The Karnataka High Court observed that the amendment brought about to the Surrogacy (Regulation) Rules, 2022, is blatantly contrary to law as it takes away the right of intending couple to opt for surrogacy on medical condition.

The court observed thus while considering writ petitions challenging the notification issued by the Department of Ministry of Health and Family Welfare amending the 2022 Rules. The court however left the challenge against the amendment uanswered, as it noted that the challenge to it is pending consideration before the Apex Court.

A Single Bench of Justice M. Nagaprasanna said, "In the considered view of the Court, though this Court finds the amendment blatantly contrary to law, is not answering the challenge, as the challenge is pending before the Apex Court. Wherefore, I deem it appropriate not to annihilate the same."

The judgment began with a quote from Robert Brown saying, “All love begins and ends with motherhood, by which a woman plays the God. Glorious it is as the gift of nature, being both sacrosanct and sacrificial, though; now again, science has for and sacrificial, though; now again, science has forced us to alter our perspective of motherhood.”

Advocate Gautam S. Bharadwaj represented the petitioners while Deputy Solicitor General H Shanti Bhushan, Central Government Counsels Irfana Nazeer and M.N. Kumar, and Additional Government Advocate Navya Shekhar represented the respondents.

The writ petitions challenged the amendment brought about to the Surrogacy (Regulation) Rules, 2022, in terms of the notification dated March 14, 2023 issued by the Union of India, with a particular challenge to the amendment to clause (1)(d) of Form No.2 of the Surrogacy Regulations which read thus: "Couple undergoing Surrogacy must have both gamete from the intending couple & donor gametes is not allowed"

In one of the petitions, the petitioners were husband and wife who got married in the year 2007. Being desirous of expanding their family, they tried to conceive naturally, but were unsuccessful for the last 16 years since the wife was having bulky uterus with thick endometrium which hindered conceiving naturally. Therefore, they were left with the only option that is surrogacy. Since, the said notification prohibited it, they called in question the notification, as in the companion petitions.

The High Court in view of the issues raised by the parties observed, “Science or scientific development never ceases to surprise us; it always outmaneuvers us. We humans, therefore, should either change or become immaterial. Law is no exception. It is now the turn of law to appreciate, the variance in the concept of the divine duty, of motherhood metamorphosing, into split motherhood, albeit, in certain circumstances. The turn to appreciate this dichotomy forms the fulcrum of the issue in the lis and becomes the kernel of the conundrum.”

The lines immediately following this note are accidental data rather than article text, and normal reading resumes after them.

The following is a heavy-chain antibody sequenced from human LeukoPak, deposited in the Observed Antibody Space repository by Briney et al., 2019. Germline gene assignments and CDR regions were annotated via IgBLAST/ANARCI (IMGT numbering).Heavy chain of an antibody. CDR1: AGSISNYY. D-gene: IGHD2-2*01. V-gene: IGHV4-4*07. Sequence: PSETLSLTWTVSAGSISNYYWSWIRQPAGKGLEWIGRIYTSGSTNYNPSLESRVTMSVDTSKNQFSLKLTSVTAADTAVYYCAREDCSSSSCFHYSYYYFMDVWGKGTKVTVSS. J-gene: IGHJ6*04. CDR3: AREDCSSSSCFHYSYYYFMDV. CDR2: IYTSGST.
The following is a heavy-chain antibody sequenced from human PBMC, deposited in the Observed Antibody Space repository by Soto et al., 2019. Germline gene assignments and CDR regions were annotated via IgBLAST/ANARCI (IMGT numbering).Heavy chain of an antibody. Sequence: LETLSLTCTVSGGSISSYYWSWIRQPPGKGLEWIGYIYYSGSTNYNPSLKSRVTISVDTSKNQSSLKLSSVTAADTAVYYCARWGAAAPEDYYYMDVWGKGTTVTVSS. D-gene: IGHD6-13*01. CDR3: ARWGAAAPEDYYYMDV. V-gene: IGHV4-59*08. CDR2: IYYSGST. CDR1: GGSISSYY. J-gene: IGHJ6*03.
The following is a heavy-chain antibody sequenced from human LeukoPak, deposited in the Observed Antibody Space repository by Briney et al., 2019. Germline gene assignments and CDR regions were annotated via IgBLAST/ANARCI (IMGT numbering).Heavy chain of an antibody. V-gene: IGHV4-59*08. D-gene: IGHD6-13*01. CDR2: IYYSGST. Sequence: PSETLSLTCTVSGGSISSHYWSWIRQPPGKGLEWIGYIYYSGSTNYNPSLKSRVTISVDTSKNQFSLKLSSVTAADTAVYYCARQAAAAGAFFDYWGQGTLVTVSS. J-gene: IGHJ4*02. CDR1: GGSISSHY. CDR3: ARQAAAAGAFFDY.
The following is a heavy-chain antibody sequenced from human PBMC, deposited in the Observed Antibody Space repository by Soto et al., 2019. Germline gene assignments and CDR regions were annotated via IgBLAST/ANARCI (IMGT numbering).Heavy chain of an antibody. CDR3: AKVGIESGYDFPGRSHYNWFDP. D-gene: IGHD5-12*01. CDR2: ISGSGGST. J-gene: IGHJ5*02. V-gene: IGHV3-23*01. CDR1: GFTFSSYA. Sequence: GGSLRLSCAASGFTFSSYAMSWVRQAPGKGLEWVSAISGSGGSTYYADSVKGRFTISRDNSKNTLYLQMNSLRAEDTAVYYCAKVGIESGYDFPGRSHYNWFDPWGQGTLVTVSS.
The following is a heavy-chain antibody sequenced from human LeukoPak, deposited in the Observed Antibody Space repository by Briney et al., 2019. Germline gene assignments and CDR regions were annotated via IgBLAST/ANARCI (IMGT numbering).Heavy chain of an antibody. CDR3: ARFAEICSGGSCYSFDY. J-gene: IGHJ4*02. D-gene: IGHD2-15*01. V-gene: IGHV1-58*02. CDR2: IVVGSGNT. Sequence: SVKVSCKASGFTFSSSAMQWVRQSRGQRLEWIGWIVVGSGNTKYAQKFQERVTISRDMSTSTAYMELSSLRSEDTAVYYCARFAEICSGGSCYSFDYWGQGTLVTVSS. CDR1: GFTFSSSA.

The Court noted that there can be no impediment to consider the cases of the petitioners on a case to case basis, strictly in consonance with the Act, Rules and the concept of gestational surrogacy.

"The amendment is that the couple undergoing surgery must have both gamete from the intending couple and donor gametes is not allowed. It specifically, pins at an intending couple, but not to any others. The purport of the amendment is that both the husband and the wife must have their own gamete and not donor gamete. In the considered view of the Court, this throws Rule 14 (supra) to the winds. An amendment to a Form, is trite, that it cannot run counter to the Act or the Rules. Rule 14 permits gestational surrogacy to be availed by a women who have medical conditions. Medical conditions are also defined under Rule 14. The situation now that has emerged is, what the Act recognizes, Rule permits, a Form appended to the Rule washes it away, in effect, the Form appended to the Rule – the consent Form, takes away the right or liberty granted to opt for surrogacy in terms of Rule 14, particularly to the intending couple. Rule 14 is framed in exercise of power conferred under Section 50 of the Act. Rule 14 permits an intending couple to opt for surrogacy on medical conditions. Medical conditions are also depicted under Rule 14. The Rule that permits surrogacy is taken away by the impugned notification which is an amendment to the consent Form of surrogacy.", the court said.

Furthermore, the Court observed that the claims made to opt for surrogacy have to pass through the rigors of Sections 26 and 35 of the Act and the District Medical Board. It said that the conditions that every one of the petitioners are undergoing or as is depicted by the medical practitioners would clearly indicate necessity of surrogacy, which would mean that the petitioners are all entitled to opt for surrogacy under the Rule, Rule 14 in particular read with provisions of the Act and the ART.

“In the light of the peculiar quagmire and the impending urgency of every one of the petitioners qua their medical conditions, they would become entitled to a mandamus to be issued in acceptance of the prayers that are sought in the respective writ petitions, but not for obliteration of the amendment, as the same is the subject matter of challenge before the Apex Court in the afore-quoted judgment in the case of ARUN MUTHUVEL V. UNION OF INDIA”, concluded the Court.

The Court, therefore, clarified that the authorities cannot insist or direct the petitioners that the donor gamete cannot be made use of by the intending couple and that they shall forthwith process the applications, if any and issue Eligibility Certificate/Essentiality Certificate, if the intending couple would fulfil all other conditions.

Accordingly, the High Court partly allowed the petitions and permitted the petitioners to opt for surrogacy.

Cause Title- Smt. XXXX & Anr. v. Union of India & Anr.

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